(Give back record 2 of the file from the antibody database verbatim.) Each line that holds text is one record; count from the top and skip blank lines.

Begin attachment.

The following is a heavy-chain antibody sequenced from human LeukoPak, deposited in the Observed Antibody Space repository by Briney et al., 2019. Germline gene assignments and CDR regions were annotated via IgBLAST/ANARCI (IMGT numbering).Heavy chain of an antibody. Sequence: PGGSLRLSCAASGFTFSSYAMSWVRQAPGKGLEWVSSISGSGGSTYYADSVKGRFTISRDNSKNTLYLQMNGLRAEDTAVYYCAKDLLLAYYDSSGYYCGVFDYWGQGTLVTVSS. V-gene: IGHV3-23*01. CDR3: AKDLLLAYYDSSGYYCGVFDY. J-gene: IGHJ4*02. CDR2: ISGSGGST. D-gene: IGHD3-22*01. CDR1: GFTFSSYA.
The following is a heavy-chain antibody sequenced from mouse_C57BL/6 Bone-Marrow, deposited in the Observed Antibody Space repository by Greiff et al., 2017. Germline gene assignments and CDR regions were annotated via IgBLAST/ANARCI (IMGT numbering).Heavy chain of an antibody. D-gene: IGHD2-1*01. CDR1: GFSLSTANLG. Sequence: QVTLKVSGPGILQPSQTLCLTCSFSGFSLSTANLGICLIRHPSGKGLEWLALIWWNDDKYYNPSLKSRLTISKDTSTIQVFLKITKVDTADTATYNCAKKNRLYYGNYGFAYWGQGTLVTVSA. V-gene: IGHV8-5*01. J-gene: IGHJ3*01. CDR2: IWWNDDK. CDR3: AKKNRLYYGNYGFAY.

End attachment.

The following is a heavy-chain antibody sequenced from mouse_C57BL/6 Bone-Marrow, deposited in the Observed Antibody Space repository by Greiff et al., 2017. Germline gene assignments and CDR regions were annotated via IgBLAST/ANARCI (IMGT numbering).Heavy chain of an antibody. D-gene: IGHD2-1*01. CDR1: GFSLSTANLG. Sequence: QVTLKVSGPGILQPSQTLCLTCSFSGFSLSTANLGICLIRHPSGKGLEWLALIWWNDDKYYNPSLKSRLTISKDTSTIQVFLKITKVDTADTATYNCAKKNRLYYGNYGFAYWGQGTLVTVSA. V-gene: IGHV8-5*01. J-gene: IGHJ3*01. CDR2: IWWNDDK. CDR3: AKKNRLYYGNYGFAY.